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# Newton’s interpolation polynomial

In this section, we shall study the polynomial interpolation in the form of Newton. Given a sequence of (n+1) data points and a function f, the aim is to determine an n-th degreee polynomial which interpolates f at these points. We shall resort to the notion of divided differences.

## Interpolation

Given $(n+1)$ points $(x_0,y_0),(x_1,y_1),\ldots,(x_n,y_n)$ .
The points defined by $(x_i)_{0 \leq i \leq n}$ are called points of interpolation. The points defined by $(y_i)_{0 \leq i \leq n}$ are the values of interpolation. To interpolate a function $f$, the values of interpolation are defined as follows:

$$y_i=f(x_i), \quad \forall i=0,\ldots,n$$

## Reminders about Lagrange interpolation polynomials

We have seen that Lagrange interpolation polynomial of degree $n$ was:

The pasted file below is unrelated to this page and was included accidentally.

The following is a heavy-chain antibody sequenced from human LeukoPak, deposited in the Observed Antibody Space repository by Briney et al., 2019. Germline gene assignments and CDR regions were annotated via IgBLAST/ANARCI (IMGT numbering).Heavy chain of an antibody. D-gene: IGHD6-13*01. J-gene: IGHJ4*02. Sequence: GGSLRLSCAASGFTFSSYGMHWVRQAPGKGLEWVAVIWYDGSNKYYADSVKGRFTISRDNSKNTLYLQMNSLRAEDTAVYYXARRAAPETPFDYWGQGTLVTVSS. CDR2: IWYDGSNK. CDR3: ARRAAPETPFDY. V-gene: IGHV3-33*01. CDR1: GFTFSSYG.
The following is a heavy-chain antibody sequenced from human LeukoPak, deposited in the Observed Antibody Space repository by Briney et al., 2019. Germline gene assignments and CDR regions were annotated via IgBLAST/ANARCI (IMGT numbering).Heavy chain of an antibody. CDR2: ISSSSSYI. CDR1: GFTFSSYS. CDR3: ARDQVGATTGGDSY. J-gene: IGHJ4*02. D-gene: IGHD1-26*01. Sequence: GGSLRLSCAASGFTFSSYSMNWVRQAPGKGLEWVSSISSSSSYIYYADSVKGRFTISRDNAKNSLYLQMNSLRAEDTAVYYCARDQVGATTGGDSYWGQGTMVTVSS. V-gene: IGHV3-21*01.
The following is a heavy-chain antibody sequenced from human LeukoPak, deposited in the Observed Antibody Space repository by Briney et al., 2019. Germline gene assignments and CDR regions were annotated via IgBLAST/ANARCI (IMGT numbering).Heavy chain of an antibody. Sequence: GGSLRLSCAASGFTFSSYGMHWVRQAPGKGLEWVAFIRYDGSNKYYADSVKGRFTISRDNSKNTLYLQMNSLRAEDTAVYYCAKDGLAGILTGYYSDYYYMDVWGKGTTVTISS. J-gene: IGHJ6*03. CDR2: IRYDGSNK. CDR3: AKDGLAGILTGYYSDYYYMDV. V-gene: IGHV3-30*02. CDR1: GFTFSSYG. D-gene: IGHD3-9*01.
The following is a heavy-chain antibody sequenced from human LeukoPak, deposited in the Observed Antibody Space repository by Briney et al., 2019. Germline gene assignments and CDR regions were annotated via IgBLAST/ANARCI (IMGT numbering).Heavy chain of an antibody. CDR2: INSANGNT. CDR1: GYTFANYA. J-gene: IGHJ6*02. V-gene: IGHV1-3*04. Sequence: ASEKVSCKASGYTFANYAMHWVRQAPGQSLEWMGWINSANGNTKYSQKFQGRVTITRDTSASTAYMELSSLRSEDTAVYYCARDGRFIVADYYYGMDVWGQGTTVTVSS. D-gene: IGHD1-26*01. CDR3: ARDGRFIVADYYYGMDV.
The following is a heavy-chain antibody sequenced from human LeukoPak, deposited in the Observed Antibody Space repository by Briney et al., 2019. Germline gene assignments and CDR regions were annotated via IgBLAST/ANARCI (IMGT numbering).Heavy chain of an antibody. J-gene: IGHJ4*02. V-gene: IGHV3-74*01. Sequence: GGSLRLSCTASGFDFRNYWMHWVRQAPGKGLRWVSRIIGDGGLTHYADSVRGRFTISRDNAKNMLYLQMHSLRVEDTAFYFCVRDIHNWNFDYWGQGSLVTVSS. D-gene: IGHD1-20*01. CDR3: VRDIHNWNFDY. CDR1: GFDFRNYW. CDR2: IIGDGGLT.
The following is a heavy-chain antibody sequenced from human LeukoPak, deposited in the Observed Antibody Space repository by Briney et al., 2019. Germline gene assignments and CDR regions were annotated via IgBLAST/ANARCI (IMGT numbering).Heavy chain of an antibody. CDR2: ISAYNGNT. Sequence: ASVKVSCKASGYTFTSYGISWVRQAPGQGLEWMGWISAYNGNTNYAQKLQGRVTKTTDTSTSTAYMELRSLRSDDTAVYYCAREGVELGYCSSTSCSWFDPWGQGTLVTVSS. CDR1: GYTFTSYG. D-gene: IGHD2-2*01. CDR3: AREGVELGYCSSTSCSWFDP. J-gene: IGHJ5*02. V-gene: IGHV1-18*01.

$$P_n(x)= \sum_{k=0}^n l_k(x)f(x_k)$$

where the $l_k$’s are polynomials of degree $n$ forming a basis of $\mathcal{P}_n$.

$$l_k(x)= \prod_{i=0,\, i\neq k}^{n} \frac{x-x_i}{x_k-x_i}=\frac{x-x_0}{x_k-x_0} \cdots \frac{x-x_{k-1}}{x_k-x_{k-1}} \frac{x-x_{k+1}}{x_k-x_{k+1}} \cdots \frac{x-x_{n}}{x_k-x_{n}}$$

Such polynomials are not convenient, since numerically, it is difficult to deduce $l_{k+1}$ from $l_{k}$. For this reason, we introduce Newton’s interpolation polynomial.

## Newton’s interpolation polynomial and Newton’s basis properties

The polynomials of Newton’s basis, $e_k$, are defined by:

$$e_k(x)=\prod_{i=0}^{k-1}(x-x_i)=(x-x_0) (x-x_1)\cdots(x-x_{k-1}),\quad k=1,\ldots,n.$$

with the following convention:

$$e_0=1$$

Moreover

$$\begin{array}{rcl} e_1&=&(x-x_0)\\ e_2&=&(x-x_0)(x-x_1)\\ e_3&=&(x-x_0)(x-x_1)(x-x_2)\\ \vdots&&\vdots\\ e_n&=&(x-x_0)(x-x_1)\cdots(x-x_{n-1}) \end{array}$$